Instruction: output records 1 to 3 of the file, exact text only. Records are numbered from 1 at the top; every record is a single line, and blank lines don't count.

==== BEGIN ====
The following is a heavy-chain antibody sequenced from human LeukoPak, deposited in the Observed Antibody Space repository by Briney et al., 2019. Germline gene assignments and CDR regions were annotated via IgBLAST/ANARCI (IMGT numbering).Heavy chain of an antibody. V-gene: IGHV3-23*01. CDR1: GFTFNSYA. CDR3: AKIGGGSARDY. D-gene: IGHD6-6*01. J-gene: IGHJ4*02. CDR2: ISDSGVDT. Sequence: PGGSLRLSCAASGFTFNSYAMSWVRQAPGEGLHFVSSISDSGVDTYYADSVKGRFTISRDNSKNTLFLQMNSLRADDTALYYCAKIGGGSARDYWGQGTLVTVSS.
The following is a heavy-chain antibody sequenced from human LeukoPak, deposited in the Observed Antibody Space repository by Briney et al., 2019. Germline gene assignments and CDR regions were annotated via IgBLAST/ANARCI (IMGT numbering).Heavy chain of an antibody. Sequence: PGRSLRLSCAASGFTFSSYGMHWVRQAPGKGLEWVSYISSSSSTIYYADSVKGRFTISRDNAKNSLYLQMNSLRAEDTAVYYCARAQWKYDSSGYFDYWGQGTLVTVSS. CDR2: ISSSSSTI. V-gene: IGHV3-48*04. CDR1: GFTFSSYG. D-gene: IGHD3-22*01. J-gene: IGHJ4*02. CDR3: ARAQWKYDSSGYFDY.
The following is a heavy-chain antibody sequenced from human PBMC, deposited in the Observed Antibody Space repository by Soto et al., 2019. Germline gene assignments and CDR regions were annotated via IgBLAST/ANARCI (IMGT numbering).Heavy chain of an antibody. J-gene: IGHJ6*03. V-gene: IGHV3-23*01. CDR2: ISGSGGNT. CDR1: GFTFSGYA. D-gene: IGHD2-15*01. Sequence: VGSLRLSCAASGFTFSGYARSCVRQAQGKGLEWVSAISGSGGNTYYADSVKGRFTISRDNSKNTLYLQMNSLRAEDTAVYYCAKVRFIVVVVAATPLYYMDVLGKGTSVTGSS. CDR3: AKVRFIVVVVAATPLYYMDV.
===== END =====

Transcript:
The following is a heavy-chain antibody sequenced from human LeukoPak, deposited in the Observed Antibody Space repository by Briney et al., 2019. Germline gene assignments and CDR regions were annotated via IgBLAST/ANARCI (IMGT numbering).Heavy chain of an antibody. V-gene: IGHV3-23*01. CDR1: GFTFNSYA. CDR3: AKIGGGSARDY. D-gene: IGHD6-6*01. J-gene: IGHJ4*02. CDR2: ISDSGVDT. Sequence: PGGSLRLSCAASGFTFNSYAMSWVRQAPGEGLHFVSSISDSGVDTYYADSVKGRFTISRDNSKNTLFLQMNSLRADDTALYYCAKIGGGSARDYWGQGTLVTVSS.
The following is a heavy-chain antibody sequenced from human LeukoPak, deposited in the Observed Antibody Space repository by Briney et al., 2019. Germline gene assignments and CDR regions were annotated via IgBLAST/ANARCI (IMGT numbering).Heavy chain of an antibody. Sequence: PGRSLRLSCAASGFTFSSYGMHWVRQAPGKGLEWVSYISSSSSTIYYADSVKGRFTISRDNAKNSLYLQMNSLRAEDTAVYYCARAQWKYDSSGYFDYWGQGTLVTVSS. CDR2: ISSSSSTI. V-gene: IGHV3-48*04. CDR1: GFTFSSYG. D-gene: IGHD3-22*01. J-gene: IGHJ4*02. CDR3: ARAQWKYDSSGYFDY.
The following is a heavy-chain antibody sequenced from human PBMC, deposited in the Observed Antibody Space repository by Soto et al., 2019. Germline gene assignments and CDR regions were annotated via IgBLAST/ANARCI (IMGT numbering).Heavy chain of an antibody. J-gene: IGHJ6*03. V-gene: IGHV3-23*01. CDR2: ISGSGGNT. CDR1: GFTFSGYA. D-gene: IGHD2-15*01. Sequence: VGSLRLSCAASGFTFSGYARSCVRQAQGKGLEWVSAISGSGGNTYYADSVKGRFTISRDNSKNTLYLQMNSLRAEDTAVYYCAKVRFIVVVVAATPLYYMDVLGKGTSVTGSS. CDR3: AKVRFIVVVVAATPLYYMDV.